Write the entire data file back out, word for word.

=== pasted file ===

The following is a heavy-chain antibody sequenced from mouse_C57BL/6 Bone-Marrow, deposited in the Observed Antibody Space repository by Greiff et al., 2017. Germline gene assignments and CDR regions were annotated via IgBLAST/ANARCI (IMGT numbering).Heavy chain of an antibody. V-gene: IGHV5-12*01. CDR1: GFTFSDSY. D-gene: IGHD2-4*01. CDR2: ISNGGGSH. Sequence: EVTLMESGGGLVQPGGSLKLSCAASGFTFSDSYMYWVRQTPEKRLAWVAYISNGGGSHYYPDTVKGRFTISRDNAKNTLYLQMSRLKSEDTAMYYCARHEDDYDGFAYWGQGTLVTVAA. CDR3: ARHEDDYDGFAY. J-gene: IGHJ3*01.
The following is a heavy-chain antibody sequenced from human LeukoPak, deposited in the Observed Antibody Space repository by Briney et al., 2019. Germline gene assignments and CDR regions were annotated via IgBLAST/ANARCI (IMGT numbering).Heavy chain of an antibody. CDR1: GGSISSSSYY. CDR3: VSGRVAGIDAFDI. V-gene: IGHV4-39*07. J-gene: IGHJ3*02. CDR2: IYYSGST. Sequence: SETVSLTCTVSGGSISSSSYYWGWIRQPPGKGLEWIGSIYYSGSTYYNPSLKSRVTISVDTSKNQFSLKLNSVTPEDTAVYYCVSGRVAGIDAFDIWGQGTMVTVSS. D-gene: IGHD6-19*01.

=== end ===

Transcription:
The following is a heavy-chain antibody sequenced from mouse_C57BL/6 Bone-Marrow, deposited in the Observed Antibody Space repository by Greiff et al., 2017. Germline gene assignments and CDR regions were annotated via IgBLAST/ANARCI (IMGT numbering).Heavy chain of an antibody. V-gene: IGHV5-12*01. CDR1: GFTFSDSY. D-gene: IGHD2-4*01. CDR2: ISNGGGSH. Sequence: EVTLMESGGGLVQPGGSLKLSCAASGFTFSDSYMYWVRQTPEKRLAWVAYISNGGGSHYYPDTVKGRFTISRDNAKNTLYLQMSRLKSEDTAMYYCARHEDDYDGFAYWGQGTLVTVAA. CDR3: ARHEDDYDGFAY. J-gene: IGHJ3*01.
The following is a heavy-chain antibody sequenced from human LeukoPak, deposited in the Observed Antibody Space repository by Briney et al., 2019. Germline gene assignments and CDR regions were annotated via IgBLAST/ANARCI (IMGT numbering).Heavy chain of an antibody. CDR1: GGSISSSSYY. CDR3: VSGRVAGIDAFDI. V-gene: IGHV4-39*07. J-gene: IGHJ3*02. CDR2: IYYSGST. Sequence: SETVSLTCTVSGGSISSSSYYWGWIRQPPGKGLEWIGSIYYSGSTYYNPSLKSRVTISVDTSKNQFSLKLNSVTPEDTAVYYCVSGRVAGIDAFDIWGQGTMVTVSS. D-gene: IGHD6-19*01.